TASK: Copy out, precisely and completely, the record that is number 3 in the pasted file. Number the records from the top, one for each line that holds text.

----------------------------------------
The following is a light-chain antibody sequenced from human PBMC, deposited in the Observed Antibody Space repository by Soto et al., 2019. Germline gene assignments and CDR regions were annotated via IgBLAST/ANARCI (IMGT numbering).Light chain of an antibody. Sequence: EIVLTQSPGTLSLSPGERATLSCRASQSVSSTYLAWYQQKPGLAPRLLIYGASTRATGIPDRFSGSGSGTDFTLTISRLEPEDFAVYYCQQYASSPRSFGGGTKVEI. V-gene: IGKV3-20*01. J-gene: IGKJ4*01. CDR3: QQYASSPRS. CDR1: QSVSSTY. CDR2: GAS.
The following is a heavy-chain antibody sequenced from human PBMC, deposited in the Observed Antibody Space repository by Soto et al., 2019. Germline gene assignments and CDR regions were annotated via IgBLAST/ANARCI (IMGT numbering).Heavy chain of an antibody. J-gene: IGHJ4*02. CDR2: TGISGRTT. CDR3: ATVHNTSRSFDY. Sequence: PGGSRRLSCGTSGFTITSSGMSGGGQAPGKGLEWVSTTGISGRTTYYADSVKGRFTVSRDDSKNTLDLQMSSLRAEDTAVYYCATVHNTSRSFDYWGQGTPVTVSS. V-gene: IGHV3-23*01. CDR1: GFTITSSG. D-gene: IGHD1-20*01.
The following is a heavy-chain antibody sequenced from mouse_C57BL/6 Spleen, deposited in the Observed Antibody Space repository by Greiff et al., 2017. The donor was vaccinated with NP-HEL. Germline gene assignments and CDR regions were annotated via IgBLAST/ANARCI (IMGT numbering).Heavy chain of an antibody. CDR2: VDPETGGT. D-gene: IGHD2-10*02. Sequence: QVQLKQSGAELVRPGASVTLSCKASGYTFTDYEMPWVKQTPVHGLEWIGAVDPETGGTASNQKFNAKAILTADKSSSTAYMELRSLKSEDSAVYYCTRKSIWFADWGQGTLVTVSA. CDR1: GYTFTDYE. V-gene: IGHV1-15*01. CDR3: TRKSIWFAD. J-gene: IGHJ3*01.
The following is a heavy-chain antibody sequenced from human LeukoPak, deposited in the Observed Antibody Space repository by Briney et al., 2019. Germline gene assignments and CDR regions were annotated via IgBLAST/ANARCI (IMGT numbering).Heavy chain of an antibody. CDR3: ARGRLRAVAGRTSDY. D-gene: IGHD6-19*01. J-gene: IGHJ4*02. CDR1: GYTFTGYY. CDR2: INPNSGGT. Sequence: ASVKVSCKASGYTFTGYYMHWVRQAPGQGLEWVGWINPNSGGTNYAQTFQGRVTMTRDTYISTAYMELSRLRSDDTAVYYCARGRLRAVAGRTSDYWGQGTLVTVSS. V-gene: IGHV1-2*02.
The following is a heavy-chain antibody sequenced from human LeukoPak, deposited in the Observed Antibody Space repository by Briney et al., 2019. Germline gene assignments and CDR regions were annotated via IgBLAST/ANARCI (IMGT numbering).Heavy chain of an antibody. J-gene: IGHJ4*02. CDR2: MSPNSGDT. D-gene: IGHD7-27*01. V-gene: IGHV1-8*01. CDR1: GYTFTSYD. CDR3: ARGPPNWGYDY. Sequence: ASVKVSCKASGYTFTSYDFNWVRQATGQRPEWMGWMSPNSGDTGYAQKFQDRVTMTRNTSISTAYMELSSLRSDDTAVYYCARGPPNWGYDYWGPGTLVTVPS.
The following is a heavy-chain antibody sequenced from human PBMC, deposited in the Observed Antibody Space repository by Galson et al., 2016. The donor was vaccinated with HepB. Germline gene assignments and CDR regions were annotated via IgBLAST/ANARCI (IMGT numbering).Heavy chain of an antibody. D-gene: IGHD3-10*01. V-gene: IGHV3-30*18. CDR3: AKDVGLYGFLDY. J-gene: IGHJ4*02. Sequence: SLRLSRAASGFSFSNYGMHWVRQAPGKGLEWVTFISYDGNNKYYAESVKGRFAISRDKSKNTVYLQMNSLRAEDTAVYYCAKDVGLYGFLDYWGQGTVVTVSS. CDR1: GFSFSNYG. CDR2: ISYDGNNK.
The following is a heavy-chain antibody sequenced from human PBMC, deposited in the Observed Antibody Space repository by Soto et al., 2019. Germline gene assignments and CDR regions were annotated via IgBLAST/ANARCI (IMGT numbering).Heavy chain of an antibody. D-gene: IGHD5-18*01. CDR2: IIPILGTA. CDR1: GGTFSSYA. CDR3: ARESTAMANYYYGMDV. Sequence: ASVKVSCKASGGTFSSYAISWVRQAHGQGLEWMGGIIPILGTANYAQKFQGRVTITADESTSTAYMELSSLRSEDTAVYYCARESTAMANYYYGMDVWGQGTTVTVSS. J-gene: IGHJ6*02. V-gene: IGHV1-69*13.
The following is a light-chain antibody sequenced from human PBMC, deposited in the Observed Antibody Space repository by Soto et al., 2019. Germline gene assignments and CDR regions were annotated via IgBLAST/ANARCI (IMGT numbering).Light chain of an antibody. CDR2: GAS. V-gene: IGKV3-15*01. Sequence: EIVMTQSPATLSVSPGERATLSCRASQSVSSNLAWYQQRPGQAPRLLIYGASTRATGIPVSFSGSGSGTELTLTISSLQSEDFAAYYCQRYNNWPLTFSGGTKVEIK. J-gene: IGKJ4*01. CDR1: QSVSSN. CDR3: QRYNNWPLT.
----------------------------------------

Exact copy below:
The following is a heavy-chain antibody sequenced from mouse_C57BL/6 Spleen, deposited in the Observed Antibody Space repository by Greiff et al., 2017. The donor was vaccinated with NP-HEL. Germline gene assignments and CDR regions were annotated via IgBLAST/ANARCI (IMGT numbering).Heavy chain of an antibody. CDR2: VDPETGGT. D-gene: IGHD2-10*02. Sequence: QVQLKQSGAELVRPGASVTLSCKASGYTFTDYEMPWVKQTPVHGLEWIGAVDPETGGTASNQKFNAKAILTADKSSSTAYMELRSLKSEDSAVYYCTRKSIWFADWGQGTLVTVSA. CDR1: GYTFTDYE. V-gene: IGHV1-15*01. CDR3: TRKSIWFAD. J-gene: IGHJ3*01.